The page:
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The B-Side of Cannabis

Posted by Emma Baron on


Song of the Week - Tequila by The Champs

In another bit of music magic, this impossible-not-to-dance-to song was an afterthought, a last minute B-side composed to complete the release of their first track: 'Train to Nowhere'. They had played the melody a few times as an in-betweener on stage, and they ended up gluing it together with the well-timed delivery of the single lyric, "Tequila". Disc Jockeys preferred the B-side, and Tequila climbed to the top of the charts to be one of the most popular songs of the 50s. Will we see a similar performance from the beverages, the B-side of cannabis?
The Long Form - The Chemistry of a nice, tall, icy glass of... weed?

I guess I'll have... the green Kool-Aid? There's been so much talk about how cannabis beverages are about to be the next hot thing, making us both excited and slightly trepidatious to read the drinks list. While frosty flowers are familiar, the world of weed cocktails is relatively unexplored. 


Humans are no strangers to intoxicating drinks, we've been making beer and wine for since roughly 7,000 BC. We've come a long way from making the best of rotten fruits from the forest floor, there are thousands of tinctures, bitters, liquor, and liqueurs that showcase almost any plant you can name.

Grapes, potatoes, corn and other crops can be turned into many different kinds of alcohol, but for most plants, one style of intoxicating beverage usually rises to the top as a preferred choice. Let's use grapes as an example: while Grappa and Brandy have an annual global production of 9M litres and 1.75B litres respectively, neither one comes close to touching wine: we consumed 27B litres in 2018.

Cannabis wine though? Apparently so, in California. Rebel Coast, a weed-wine producer, breaks it down for us: it's illegal to have a concoction with alcohol and THC, so they ferment their grapes and then remove the alcohol before infusing the liquid with weed. They say the final product tastes more like wine than cannabis, and it's only 35 calories per glass. Hmmm...

Most Canadians would probably be hard-pressed to name a type of cannabis drink, but in India, there's a milk-based drink called Bhang that they've been making since 1000BC. The cannabis is ground into a sticky paste with the wood from the neem tree that's known to have its own antifungal and antibacterial properties. The past is strained, and added into the mixture, ideally, is a mix of almonds and pistachios; some milk; a bit of rose water; and perhaps a few peppercorns and strands of saffron. This drink is ubiquitous during the Holi festival, and well known to most of India.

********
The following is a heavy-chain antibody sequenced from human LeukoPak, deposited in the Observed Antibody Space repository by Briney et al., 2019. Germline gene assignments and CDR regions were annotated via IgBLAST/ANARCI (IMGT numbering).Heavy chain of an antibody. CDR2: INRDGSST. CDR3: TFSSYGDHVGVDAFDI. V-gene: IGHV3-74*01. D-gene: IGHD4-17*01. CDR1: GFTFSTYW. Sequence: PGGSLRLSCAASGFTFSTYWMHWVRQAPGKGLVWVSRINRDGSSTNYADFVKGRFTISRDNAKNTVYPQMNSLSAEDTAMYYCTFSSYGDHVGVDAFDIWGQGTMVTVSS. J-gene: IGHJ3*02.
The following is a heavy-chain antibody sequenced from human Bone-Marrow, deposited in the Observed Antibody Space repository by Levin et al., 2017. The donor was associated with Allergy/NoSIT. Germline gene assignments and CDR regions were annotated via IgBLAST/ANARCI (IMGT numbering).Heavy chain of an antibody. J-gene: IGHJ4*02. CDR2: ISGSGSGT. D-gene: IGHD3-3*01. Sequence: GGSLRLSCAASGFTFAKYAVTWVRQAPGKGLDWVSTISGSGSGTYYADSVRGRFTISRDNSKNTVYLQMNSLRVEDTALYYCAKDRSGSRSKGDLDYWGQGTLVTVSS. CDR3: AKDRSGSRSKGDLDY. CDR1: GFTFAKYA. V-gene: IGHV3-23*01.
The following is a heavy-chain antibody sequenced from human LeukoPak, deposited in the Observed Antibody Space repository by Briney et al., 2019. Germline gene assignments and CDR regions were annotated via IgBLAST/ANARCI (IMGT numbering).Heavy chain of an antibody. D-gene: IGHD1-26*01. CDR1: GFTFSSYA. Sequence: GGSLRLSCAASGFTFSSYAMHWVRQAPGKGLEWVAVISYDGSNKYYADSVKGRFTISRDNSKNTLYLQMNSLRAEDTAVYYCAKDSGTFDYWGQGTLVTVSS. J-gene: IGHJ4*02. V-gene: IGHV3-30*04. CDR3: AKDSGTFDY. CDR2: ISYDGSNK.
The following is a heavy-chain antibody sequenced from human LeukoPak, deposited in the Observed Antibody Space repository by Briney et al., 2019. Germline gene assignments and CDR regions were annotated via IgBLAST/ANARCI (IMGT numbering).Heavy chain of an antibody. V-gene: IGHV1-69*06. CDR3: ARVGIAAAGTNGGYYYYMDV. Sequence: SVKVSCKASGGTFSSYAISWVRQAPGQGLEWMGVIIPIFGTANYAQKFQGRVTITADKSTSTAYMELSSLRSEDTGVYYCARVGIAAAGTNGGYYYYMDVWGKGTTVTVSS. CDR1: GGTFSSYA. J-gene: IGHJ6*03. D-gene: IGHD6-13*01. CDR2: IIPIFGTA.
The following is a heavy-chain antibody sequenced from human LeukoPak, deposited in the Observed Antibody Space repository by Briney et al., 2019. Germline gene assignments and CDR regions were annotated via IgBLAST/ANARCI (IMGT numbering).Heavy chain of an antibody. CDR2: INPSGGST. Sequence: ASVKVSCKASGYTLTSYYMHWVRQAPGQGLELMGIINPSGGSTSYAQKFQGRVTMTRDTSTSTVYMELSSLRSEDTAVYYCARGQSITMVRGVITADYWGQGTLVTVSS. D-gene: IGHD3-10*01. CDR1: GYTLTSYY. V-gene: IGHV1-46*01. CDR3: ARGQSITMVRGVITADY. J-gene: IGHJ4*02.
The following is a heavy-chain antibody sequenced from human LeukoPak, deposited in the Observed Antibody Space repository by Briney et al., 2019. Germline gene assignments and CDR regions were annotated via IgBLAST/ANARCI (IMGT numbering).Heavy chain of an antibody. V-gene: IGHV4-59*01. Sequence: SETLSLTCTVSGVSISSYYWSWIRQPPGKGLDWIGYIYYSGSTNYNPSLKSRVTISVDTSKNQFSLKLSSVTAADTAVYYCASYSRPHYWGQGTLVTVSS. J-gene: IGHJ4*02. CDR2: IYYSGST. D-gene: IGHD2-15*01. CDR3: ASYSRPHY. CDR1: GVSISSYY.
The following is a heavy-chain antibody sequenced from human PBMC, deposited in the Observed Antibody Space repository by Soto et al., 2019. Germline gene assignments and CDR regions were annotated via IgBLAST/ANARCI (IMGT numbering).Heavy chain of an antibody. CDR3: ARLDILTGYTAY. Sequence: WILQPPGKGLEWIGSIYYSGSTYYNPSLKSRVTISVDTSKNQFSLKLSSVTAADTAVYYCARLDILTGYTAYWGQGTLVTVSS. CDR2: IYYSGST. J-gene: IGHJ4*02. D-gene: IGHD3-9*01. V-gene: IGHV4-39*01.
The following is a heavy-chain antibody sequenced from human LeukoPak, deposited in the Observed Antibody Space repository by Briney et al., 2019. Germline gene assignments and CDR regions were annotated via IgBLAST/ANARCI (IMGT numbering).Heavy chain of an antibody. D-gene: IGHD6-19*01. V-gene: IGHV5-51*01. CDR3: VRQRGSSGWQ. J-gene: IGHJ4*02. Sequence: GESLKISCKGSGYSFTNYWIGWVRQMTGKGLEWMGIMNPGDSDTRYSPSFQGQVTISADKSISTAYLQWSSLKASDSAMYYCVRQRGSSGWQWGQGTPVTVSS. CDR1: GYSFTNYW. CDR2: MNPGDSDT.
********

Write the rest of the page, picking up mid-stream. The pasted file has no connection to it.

Will Bhang cross over into the Canadian retail cannabis market? With the current restrictions calling for shelf-stable goods, it's doubtful you'll see a milk-based drink on shelves anytime soon. We can't imagine enjoying this drink as much if it's not made fresh, so it looks like we're still saving for that tour of India. 

We're pretty sure there will be a whole host of sugary, fruity infused beverages - what we're looking forward to is maybe something a little different or unique to cannabis. Will it be a fermented weed kombucha that rises above the rest? Perhaps it's marijuana martinis or sativa spritzers that take the cake? Could Canada fall in love with cannabis hot chocolate? We'll soon find out!
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The News: America’s Best Drug Dealers Are A-List Celebrities

As The Atlantic points out: "Over the past two decades, Americans have proved willing to do lots of things at Martha Stewart’s behest. They will decoupage. They will make their own holiday wreaths..." Above all, they will spend money in the name of Martha. We have to admit it, we're guilty as charged. Yet there's something that the lack of equity and access to cannabis for both consumers and would-be business owners that feels sticky, and not in a primo cannabis flower sort of way. 
The Social Calendar
High Art

Introducing a brand-new content segment to your Milkweed Newsletter: High Art, a collection of our favourite creative moments of the week. We hope you take a few moments to put your work down and enjoy a little daydream fodder...
 
'The Laughing Heart' by Charles Bukowski

Thought Bukowski was all dark and sordid, twisted and ugly? 

'The Laughing Heart' is a wonderful little pick-me-up, especially when it's read by the inimitable Tom Waits.

Take the Bait 




Geodesic Knots by Oddball Gallery

Watching imperfections come together to create a beautiful result.

Take the Bait 



Urban Weed Awards by Michael Pederson

Little public art interventions that honour everyday magic


Take the Bait 
Keep your stick on the ice...

- Emma & Carol
Milkweed website







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